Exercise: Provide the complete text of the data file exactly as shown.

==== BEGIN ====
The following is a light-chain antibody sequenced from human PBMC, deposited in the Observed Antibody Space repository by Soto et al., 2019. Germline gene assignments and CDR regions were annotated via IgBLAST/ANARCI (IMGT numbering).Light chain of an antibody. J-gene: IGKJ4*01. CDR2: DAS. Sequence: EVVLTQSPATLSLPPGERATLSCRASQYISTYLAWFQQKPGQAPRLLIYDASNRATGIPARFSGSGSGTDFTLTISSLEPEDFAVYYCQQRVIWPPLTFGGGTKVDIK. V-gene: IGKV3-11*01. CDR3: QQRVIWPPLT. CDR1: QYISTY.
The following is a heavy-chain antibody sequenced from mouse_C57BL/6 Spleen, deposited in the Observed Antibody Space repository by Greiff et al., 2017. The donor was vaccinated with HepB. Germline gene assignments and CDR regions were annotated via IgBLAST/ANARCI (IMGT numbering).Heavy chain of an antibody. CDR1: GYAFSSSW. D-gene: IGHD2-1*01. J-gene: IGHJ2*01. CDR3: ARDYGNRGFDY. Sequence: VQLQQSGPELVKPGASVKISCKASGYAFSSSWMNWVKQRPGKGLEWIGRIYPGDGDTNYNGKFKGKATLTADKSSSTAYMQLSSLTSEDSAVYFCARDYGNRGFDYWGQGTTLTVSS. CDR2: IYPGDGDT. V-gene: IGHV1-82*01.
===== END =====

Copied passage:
The following is a light-chain antibody sequenced from human PBMC, deposited in the Observed Antibody Space repository by Soto et al., 2019. Germline gene assignments and CDR regions were annotated via IgBLAST/ANARCI (IMGT numbering).Light chain of an antibody. J-gene: IGKJ4*01. CDR2: DAS. Sequence: EVVLTQSPATLSLPPGERATLSCRASQYISTYLAWFQQKPGQAPRLLIYDASNRATGIPARFSGSGSGTDFTLTISSLEPEDFAVYYCQQRVIWPPLTFGGGTKVDIK. V-gene: IGKV3-11*01. CDR3: QQRVIWPPLT. CDR1: QYISTY.
The following is a heavy-chain antibody sequenced from mouse_C57BL/6 Spleen, deposited in the Observed Antibody Space repository by Greiff et al., 2017. The donor was vaccinated with HepB. Germline gene assignments and CDR regions were annotated via IgBLAST/ANARCI (IMGT numbering).Heavy chain of an antibody. CDR1: GYAFSSSW. D-gene: IGHD2-1*01. J-gene: IGHJ2*01. CDR3: ARDYGNRGFDY. Sequence: VQLQQSGPELVKPGASVKISCKASGYAFSSSWMNWVKQRPGKGLEWIGRIYPGDGDTNYNGKFKGKATLTADKSSSTAYMQLSSLTSEDSAVYFCARDYGNRGFDYWGQGTTLTVSS. CDR2: IYPGDGDT. V-gene: IGHV1-82*01.